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-   -   No chimney liner since 1964 for our wood fireplace (http://www.houserepairtalk.com/f17/no-chimney-liner-since-1964-our-wood-fireplace-17492/)

Wuzzat? 03-26-2014 08:00 AM

No chimney liner since 1964 for our wood fireplace
 
Now we have a gas log set. Do we need a liner more or less than before?

Searching this, I got a lot of false hits. If nobody knows I'll be doing more searching. :(

CallMeVilla 03-26-2014 08:48 AM

Your best bet is to contact the City/County for local codes. OR, you can contact local chimney repair people.

JoeD 03-26-2014 09:37 AM

What does you gas fireplace install information say about it?

bud16415 03-26-2014 09:49 AM

What did / do you have as a liner and did you use it from 1964 till now? How large is the opening coming down? Is it full of creosote?

Wuzzat? 03-26-2014 10:10 AM

Thanks, folks. . .I've got some homework to do.

Does everyone agree that there is no harm in putting in a liner, assuming I don't end up in the ER and on the evening news?

Here's my Nextag stats for kits, in dollars
509 =average
489 =median
half cost between
411
and
584

nealtw 03-26-2014 05:54 PM

Clean the chimney and install the liner:2cents:

Wuzzat? 06-23-2014 09:59 AM

Finally put a bulb in the bottom of the chimney and looked down from the roof.

Found that the device to keep the damper open that was installed by the gas fireplace people doesn't work.

Soot & probably creosote, yes, visible.

Anyway, here's a quote from a 2009 patent application for a device to re-mortar the joints from within, in a chimney lined with clay tiles (like mine).

"It has been estimated that nearly half of all masonry chimneys that are lined with sections of clay flue tile have at least one joint (the juncture between the each section) that has deteriorated and needs to be replaced. This can create a potentially hazardous condition for the occupants. The purpose of a chimney is to contain and convey the products of combustion to the outside. If the chimneys liner contains gaps and voids, it can no longer be relied on to function for its intended purpose.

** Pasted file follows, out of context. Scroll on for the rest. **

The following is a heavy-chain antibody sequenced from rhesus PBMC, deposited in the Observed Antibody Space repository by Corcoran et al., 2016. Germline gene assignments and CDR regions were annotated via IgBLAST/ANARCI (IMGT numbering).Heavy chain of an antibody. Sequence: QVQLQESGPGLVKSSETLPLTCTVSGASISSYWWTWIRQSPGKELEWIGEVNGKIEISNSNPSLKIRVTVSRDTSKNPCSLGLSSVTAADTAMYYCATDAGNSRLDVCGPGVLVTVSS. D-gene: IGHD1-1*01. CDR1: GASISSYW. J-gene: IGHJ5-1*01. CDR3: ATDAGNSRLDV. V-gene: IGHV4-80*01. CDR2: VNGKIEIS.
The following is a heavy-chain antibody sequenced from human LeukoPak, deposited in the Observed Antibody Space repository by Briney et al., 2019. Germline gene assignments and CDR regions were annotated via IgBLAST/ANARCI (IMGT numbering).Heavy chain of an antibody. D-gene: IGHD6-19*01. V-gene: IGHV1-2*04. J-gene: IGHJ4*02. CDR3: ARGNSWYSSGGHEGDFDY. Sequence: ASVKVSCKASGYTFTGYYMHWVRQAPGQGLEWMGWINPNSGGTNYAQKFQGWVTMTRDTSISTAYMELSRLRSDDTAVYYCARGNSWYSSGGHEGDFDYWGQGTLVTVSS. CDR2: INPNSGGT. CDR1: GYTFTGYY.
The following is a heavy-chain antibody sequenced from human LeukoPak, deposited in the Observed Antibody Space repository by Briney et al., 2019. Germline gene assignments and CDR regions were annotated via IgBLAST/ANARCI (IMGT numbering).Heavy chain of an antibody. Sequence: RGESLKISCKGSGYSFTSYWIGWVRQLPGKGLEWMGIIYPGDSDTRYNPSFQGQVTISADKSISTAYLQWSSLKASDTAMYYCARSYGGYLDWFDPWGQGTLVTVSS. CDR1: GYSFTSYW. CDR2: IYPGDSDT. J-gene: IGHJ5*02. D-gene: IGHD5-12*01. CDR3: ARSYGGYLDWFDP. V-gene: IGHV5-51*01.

All nationally recognized building codes (National Fire Protection Association 211 Standard for Chimneys & International Residential Building Code-R1001.9 Flue lining installation) call for flue liners to be joined together and sealed with a non-water-soluble refractory cement that meets ASTM C199 medium duty classification. Unfortunately, it has been found that during the original construction, builders often use standard mortar to lay or seal flue tile sections. Because standard mortar is water soluble and not meant for high heat applications, joints constructed with standard mortar may deteriorate more rapidly than sections joined together and sealed with refractory mortar.
Because most residential chimney flues are long narrow tubes, it is nearly impossible to repair chimneys that are found to have this condition. Until now the only reliable method has been to tear down the chimney and rebuild it or to line the existing chimney flue with stainless steel pipe."

Only 1/4th of the tile perimeter abuts the house and the gases still have to go through brick seams. I think the fire danger from open tile seams is minimal because of our layout, and we have CO detectors. We've never had a CO alarm nor had symptoms.

Anybody here see a problem with wait & see? Some scenario I haven't thought of?

havasu 06-23-2014 10:15 AM

Sorry, I would not light a fire until this was corrected.

I've seen some really quick and successful flu lining by using the stainless steel flexible tubing. Have you considered this?

http://www.csia.org/homeowner-resources/about_chimney_liners.aspx

oldognewtrick 06-23-2014 02:16 PM

And another thing to consider, you build a fire, burn the house down, the insurance doesn't pay because you had a known hazard and built a fire anyway... Something to think about.

Wuzzat? 06-23-2014 04:26 PM

From some additional research I know now there is no evidence that we ever had a fire. But it also seems like our clay tiles are at the end of their 50 year life.

BTW, one of the reports said a fire claim could not be denied for lack of maintenance of the chimney but insurance companies in the US can do whatever they want.

There's a chimney shop some distance from me so I'll stop by and see what they have.


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